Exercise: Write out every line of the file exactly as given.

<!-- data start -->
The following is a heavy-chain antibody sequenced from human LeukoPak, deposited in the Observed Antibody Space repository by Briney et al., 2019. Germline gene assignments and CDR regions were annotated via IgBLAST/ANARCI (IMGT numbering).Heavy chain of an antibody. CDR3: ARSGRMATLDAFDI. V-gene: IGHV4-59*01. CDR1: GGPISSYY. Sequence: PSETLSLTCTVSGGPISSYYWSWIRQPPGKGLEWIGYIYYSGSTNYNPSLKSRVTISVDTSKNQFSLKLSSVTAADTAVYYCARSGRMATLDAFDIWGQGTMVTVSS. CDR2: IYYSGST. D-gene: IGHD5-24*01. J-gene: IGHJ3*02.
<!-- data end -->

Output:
The following is a heavy-chain antibody sequenced from human LeukoPak, deposited in the Observed Antibody Space repository by Briney et al., 2019. Germline gene assignments and CDR regions were annotated via IgBLAST/ANARCI (IMGT numbering).Heavy chain of an antibody. CDR3: ARSGRMATLDAFDI. V-gene: IGHV4-59*01. CDR1: GGPISSYY. Sequence: PSETLSLTCTVSGGPISSYYWSWIRQPPGKGLEWIGYIYYSGSTNYNPSLKSRVTISVDTSKNQFSLKLSSVTAADTAVYYCARSGRMATLDAFDIWGQGTMVTVSS. CDR2: IYYSGST. D-gene: IGHD5-24*01. J-gene: IGHJ3*02.